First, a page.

One of the most distinctive features of Homo sapiens’ cranium morphology is its overall more globular structure. This globularization of Homo sapiens’ cranium occurred between 300 and 100,000 years ago and has been associated with the relative enlargement of the temporal and/or parietal lobes (Lieberman et al. 2002; Bruner et al. 2003; Bruner 2004, 2007; Lieberman 2008). Paleoneurological reconstructions are currently insufficient to identify the precise regions that benefited from globularization. It is not unreasonable, however, to link this change with a functional reorganization of the higher association areas of the temporal and parietal areas…
The temporoparietal cortex is certainly involved in many complex cognitive tasks. It plays a central role in attention shifting, perspective taking, episodic memory, and theory of mind (as mentioned in Section “The role of perspective taking”), as well as in complex categorization and semantic processing (that is where Wernicke’s area is located)…
I have argued elsewhere (Dubreuil 2008; Henshilwood and Dubreuil 2009) that a change in the attentional abilities underlying perspective taking and high-level theory of mind best explains the behavioral changes associated with modern Homo sapiens, including the evolution of symbolic and artistic components in material culture.
Finally, I’d like to close with a quote from a paper by M. Somel, X. Liu, and P. Khaitovich, titled, Human brain evolution: transcripts, metabolites and their regulators, in (2013) Nature Reviews Neuroscience 14, 112–127, (February 2013), doi: 10.1038/nrn3372. The authors write:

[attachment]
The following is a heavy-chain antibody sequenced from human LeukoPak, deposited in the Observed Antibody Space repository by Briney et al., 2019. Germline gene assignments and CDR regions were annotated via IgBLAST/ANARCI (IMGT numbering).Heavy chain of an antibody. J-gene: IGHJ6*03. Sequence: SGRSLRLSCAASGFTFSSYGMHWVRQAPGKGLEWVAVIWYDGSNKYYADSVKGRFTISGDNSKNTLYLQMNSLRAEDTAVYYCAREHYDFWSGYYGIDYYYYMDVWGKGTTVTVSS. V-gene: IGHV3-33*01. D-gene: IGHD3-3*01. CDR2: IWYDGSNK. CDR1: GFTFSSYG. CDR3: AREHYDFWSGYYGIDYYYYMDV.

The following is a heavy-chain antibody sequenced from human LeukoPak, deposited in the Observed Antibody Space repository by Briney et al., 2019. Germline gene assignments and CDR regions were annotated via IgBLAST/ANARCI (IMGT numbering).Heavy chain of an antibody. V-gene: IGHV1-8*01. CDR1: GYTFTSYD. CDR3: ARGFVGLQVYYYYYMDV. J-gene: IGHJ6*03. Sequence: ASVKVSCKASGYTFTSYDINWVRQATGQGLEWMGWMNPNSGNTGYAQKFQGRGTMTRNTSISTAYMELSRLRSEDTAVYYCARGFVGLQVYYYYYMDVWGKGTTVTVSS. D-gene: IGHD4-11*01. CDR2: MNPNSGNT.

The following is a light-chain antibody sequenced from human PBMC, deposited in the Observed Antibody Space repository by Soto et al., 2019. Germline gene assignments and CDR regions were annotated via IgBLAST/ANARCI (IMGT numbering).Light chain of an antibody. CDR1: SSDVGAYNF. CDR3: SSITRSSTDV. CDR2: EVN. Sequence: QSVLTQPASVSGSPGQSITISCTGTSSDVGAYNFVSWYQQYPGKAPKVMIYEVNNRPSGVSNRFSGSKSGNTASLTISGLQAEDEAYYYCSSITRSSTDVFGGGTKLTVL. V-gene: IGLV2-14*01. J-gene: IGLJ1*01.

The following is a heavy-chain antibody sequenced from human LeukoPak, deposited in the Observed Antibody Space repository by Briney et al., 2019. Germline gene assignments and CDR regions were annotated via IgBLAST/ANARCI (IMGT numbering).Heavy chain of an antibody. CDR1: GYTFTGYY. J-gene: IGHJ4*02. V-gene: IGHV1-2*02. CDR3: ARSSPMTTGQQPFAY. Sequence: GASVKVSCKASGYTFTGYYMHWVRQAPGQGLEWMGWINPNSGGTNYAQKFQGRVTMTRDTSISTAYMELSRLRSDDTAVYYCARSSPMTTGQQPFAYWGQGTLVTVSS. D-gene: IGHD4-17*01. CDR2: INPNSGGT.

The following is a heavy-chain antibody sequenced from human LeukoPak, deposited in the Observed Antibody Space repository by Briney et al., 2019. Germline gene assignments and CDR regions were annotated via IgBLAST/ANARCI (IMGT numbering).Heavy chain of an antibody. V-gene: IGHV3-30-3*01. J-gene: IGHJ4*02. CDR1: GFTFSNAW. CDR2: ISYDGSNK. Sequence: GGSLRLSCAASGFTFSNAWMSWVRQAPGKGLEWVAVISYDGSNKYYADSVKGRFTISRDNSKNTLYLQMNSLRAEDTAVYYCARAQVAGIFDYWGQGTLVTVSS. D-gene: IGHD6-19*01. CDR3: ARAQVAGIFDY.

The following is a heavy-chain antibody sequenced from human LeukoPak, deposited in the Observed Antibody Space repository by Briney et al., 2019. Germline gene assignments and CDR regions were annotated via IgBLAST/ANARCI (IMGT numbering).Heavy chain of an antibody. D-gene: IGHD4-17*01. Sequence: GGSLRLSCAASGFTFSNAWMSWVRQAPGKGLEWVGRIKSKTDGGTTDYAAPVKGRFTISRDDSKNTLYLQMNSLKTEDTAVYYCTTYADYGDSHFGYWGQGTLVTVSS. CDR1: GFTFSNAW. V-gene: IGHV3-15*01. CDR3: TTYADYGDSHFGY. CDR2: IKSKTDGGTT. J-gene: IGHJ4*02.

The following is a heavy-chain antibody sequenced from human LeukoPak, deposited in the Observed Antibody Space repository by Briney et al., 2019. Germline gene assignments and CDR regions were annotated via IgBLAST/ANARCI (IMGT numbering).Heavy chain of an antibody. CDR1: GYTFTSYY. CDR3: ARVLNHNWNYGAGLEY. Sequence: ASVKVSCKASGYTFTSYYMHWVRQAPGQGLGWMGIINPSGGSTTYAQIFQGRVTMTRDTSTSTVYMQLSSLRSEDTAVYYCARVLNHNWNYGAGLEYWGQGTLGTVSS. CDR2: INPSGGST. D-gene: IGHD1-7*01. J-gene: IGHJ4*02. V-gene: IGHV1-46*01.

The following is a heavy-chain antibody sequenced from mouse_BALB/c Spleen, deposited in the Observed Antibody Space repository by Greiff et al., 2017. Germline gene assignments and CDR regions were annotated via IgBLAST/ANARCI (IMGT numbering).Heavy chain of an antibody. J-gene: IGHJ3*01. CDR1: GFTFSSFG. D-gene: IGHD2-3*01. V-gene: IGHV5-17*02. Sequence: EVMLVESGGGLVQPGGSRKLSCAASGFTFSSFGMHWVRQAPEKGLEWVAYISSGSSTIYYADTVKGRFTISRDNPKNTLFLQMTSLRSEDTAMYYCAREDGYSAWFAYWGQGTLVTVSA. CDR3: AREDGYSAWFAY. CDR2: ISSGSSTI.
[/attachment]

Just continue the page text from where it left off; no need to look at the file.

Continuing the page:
There is accumulating evidence that human brain development was fundamentally reshaped through several genetic events within the short time space between the human-Neandertal split and the emergence of modern humans. (Somel et al., 2013, p.119, emphases mine.)
In short: if we were going to pick a hominin species which was clearly marked off from its predecessors (and from other contemporaneous species), it would have to be Homo sapiens.
Is there a clear point in time when the act of design that made us human might have occurred? recent discoveries have pushed the origin of Homo sapiens back to at least 300,000 years ago, and we still don’t know if this was a sudden or a gradual event. On the other hand, the great leap forward in human culture seems not to have taken place until about 100,000 years ago, which is when modern human behavior emerged in South Africa. This seems to have been a relatively sudden event.
So if there was a special intervention in human history, that’s when I’d look for it. But a 100,000-year-old dawn of humanity doesn’t sit well with monogenism, as Dr. Ann Gauger is well aware. Be that as it may, the best thing for the ID movement to do right now would be to take the advice of the late Sir Anthony Flew, and “follow the evidence wherever it leads.” Amen to that.